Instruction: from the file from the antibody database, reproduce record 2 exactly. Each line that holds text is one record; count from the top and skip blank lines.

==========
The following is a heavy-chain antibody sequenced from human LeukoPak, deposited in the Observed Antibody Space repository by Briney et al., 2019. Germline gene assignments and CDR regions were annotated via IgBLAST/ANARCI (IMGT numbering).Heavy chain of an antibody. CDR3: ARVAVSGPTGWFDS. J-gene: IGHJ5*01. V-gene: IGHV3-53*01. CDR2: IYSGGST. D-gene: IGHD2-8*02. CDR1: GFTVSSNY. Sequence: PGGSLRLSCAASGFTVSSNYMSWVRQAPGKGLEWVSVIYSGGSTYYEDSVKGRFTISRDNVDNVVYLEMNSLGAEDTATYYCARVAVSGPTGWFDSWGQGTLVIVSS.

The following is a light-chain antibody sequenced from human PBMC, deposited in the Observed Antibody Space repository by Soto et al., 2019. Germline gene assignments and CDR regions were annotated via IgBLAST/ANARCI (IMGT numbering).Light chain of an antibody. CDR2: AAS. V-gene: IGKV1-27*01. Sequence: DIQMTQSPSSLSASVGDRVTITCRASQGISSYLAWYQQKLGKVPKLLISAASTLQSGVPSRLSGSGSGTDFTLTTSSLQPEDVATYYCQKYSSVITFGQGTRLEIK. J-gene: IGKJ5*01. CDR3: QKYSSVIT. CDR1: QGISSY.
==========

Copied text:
The following is a light-chain antibody sequenced from human PBMC, deposited in the Observed Antibody Space repository by Soto et al., 2019. Germline gene assignments and CDR regions were annotated via IgBLAST/ANARCI (IMGT numbering).Light chain of an antibody. CDR2: AAS. V-gene: IGKV1-27*01. Sequence: DIQMTQSPSSLSASVGDRVTITCRASQGISSYLAWYQQKLGKVPKLLISAASTLQSGVPSRLSGSGSGTDFTLTTSSLQPEDVATYYCQKYSSVITFGQGTRLEIK. J-gene: IGKJ5*01. CDR3: QKYSSVIT. CDR1: QGISSY.